German Grand Prix rider Katharina Birkenholz has lost her 16-year old Grand Prix horse Don Androsso on 8 March 2015. The horse had to be euthanized after being diagnosed with a tumour on his spinal cord.
The Baden Wurttemberger bred gelding was at Dr. Mettenleitner's equine clinic Sudenhof in Hagen to get used to an aquatrainer. Birkenholz had bought one for her yard and wanted professionals to train her horse in it first. Little did she know that Don Androsso would never return home.
"It's the loss of my life," a devastated Birkenholz told Eurodressage. "It happend so fast. It was pure co-incidence that he was in clinic at this time. Within four hours he lost total control over his body. There was nothing we could do. My phone rang Sunday morning and we immediately drove the 700 km to him, but we didn't had a choice. I stayed with him till he closed his eyes."
Don Androsso was bred by Brigitte Kaiser and was by Donnerschlag x Akzent II x Rokoko. He was the second best competing Baden Wurttemberger in 2014 after Nadine Capellmann's Girasol.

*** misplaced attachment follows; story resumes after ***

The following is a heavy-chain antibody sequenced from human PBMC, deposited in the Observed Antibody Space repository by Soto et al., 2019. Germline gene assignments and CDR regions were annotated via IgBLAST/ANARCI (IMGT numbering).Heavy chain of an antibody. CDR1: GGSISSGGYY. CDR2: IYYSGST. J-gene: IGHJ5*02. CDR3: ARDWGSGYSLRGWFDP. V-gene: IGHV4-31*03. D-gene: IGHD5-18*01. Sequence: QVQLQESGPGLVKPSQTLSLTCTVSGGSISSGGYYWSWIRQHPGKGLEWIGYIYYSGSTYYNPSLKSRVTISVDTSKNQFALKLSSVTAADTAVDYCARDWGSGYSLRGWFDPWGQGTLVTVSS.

The chestnut gelding was started by Claudia Kaiser and first competed by her in the young horse classes. Birkenholz discovered him at Uwe Schwanz' yard when the horse was seven.
Her coach Ludwig Zierer trained Don Androsso to Grand Prix level and Katharina took over the ride in 2010 after the horse had done its first GP-shows with Ludwig in 2008.
Birkenholz first rode her horse in the Under 25 division and finished fifth at the Piaff Forderpreis finals in Stuttgart. Then they did CDI Under 25 shows before switching to the senior division. They were a member of the German "Perspective" Squad.
Don Androsso competed at a string of international shows, including Stadl Paura, Strassen, Breme, Braunschweig, Salzburg, Dortmund, Hamburg, Fritzens, Hickstead, and Ebreichsdorf.
Their career highlights includes an 8th place in the 2013 Meggle Trophy Finals at the CDI Dortmund and a second place in the Kur at the 2014 CDI Eibrechsdorf and at the 2013 CDI Hamburg. The combination is remembered for its freestyle with a high level of technical difficulty.
"He was the horse of my life," said Birkenholz. "He taught me everything. He never let me down, he was never ill and he always gave his best! I can't bring in words what the loss of my best buddy means to me. He is the one, who really would have deserved to go into retirement with his friends out in the field."
Photo © Barbara Schnell